Australia’s debt crisis in a global context; is it as bad as they say?

13 September 2018 Authored by Consultancy.com.au

A new analysis by McKinsey Global Institute puts 51 countries’ debt into perspective in terms of government, household and non-financial corporate debt. Whilst the focus for the past decade has been on the Australian Government’s budget crisis, the McKinsey & Company report shows that Australian Government debt sits at a manageable level while household debt is among the highest on the planet.

Australia’s two political parties have long vied for the title of ‘champion of the economy’. As it is commonly put, ‘Liberals earn the money and Labor spends it’, or at least that’s the simplest way to explain Australian economics. This came out at the fray during the election of Tony Abbott, who accused the opposition of severe economic mismanagement.

Abbott's rhetoric built a national narrative which associated high levels of debt with economic stagnation. The incoming Liberal Party cabinet back in 2013 said that the country was paying over 'a billion dollars a month' in interest on the national debt, crippling the economy. They again blamed this on their counterparts sitting across parliament house, saying that they inherited a “record” amount of debt from Labor.

Total Debt All Nations

Fast forward to 2016 and the government had changed their tune, after a brief sparring match with the IMF over Abbott’s comments regarding government spending and a threat to downgrade Australia’s AAA credit rating. Some debt was now good and other debt bad. Presumably, Liberal debt was good and Labor debt was bad. The political tactic to differentiate debt marked the beginning of the end of the budget blowout.

But what does returning to surplus actually mean for a nation? There are very few nations with a budget surplus. The majority either have vast natural resource reserves such as Qatar and the United Arab Emirates, are small financial centres for offshore banking e.g. Macau and the Seychelles, or are island nations including Kiribati, Tonga or Tuvalu.

Government Debt - All Nations

Almost all developed nations have government debt, including Japan, Italy, Belgium, Singapore, France, the UK and USA. Each of these nations have a government budget deficit of roughly 100% or more of annual GDP. In comparison, Australia’s government debt, according to McKinsey is 40% of GDP – on par with Norway and South Korea. The countries with the lowest levels of public debt in the rankings are Nigeria, Saudi Arabia and Russia.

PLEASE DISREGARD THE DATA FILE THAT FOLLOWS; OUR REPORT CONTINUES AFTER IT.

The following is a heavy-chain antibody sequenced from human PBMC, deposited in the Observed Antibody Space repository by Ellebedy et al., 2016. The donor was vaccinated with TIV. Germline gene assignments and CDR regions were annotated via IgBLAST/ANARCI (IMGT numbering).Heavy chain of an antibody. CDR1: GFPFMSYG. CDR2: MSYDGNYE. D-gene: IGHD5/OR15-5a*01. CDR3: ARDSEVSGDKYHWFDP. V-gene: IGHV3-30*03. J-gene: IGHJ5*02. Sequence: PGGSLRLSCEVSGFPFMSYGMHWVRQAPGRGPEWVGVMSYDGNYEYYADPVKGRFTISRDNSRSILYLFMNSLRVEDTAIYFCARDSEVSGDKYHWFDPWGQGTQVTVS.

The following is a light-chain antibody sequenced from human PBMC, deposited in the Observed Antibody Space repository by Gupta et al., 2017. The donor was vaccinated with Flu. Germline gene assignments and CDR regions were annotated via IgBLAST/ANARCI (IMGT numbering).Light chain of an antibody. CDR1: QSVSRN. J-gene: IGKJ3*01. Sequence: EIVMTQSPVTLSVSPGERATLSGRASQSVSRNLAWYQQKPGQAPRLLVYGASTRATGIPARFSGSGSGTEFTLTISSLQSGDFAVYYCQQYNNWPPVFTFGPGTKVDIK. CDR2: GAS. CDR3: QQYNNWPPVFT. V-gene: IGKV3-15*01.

Australia however is a nation in debt. Whilst the nation sits just above the global average, Australia’s debt reaches 240% of the annual GDP when taking into account all three criteria. That debt is split into 40% government debt as previously stated, 78% of non-financial corporate debt, and 122% household debt.

Australia’s household debt is the second highest in the world, only trailing Switzerland. “Having a debt is a reality for most Australian households,” stated the ABS in July this year. According to the ABS report, household debt in Australia remains constant, with 74% of Australian households holding debt. The average debt over the past 12 years to 2016 has however almost doubled, increasing from $94,100 in 2003-04 to $168,600 in 2015-16. 

Household Debt

“This growth in household debt was larger than the growth in income and assets over the same period. The mean household debt has increased by 79% in real terms since 2003-04. By comparison, the mean asset value increased by 51% and gross income by 38%,” says the ABS.

In a response to the report, John Adams, chief economist at As Good as Gold Australia states, “Such debt levels still have the ability to cause immense economic damage throughout the Australian economy." He suggests that the sentiment should be focused on reducing these high levels of household debt as opposed to focusing on the level of government debt. The level of damage which high household debt could do to the Australian economy – such as heavy defaulting on loans or the housing bubble collapsing – could have an effect that increases government spending to stabilise the country. The IMF has even warned that a growing household debt could restrict real GDP growth.

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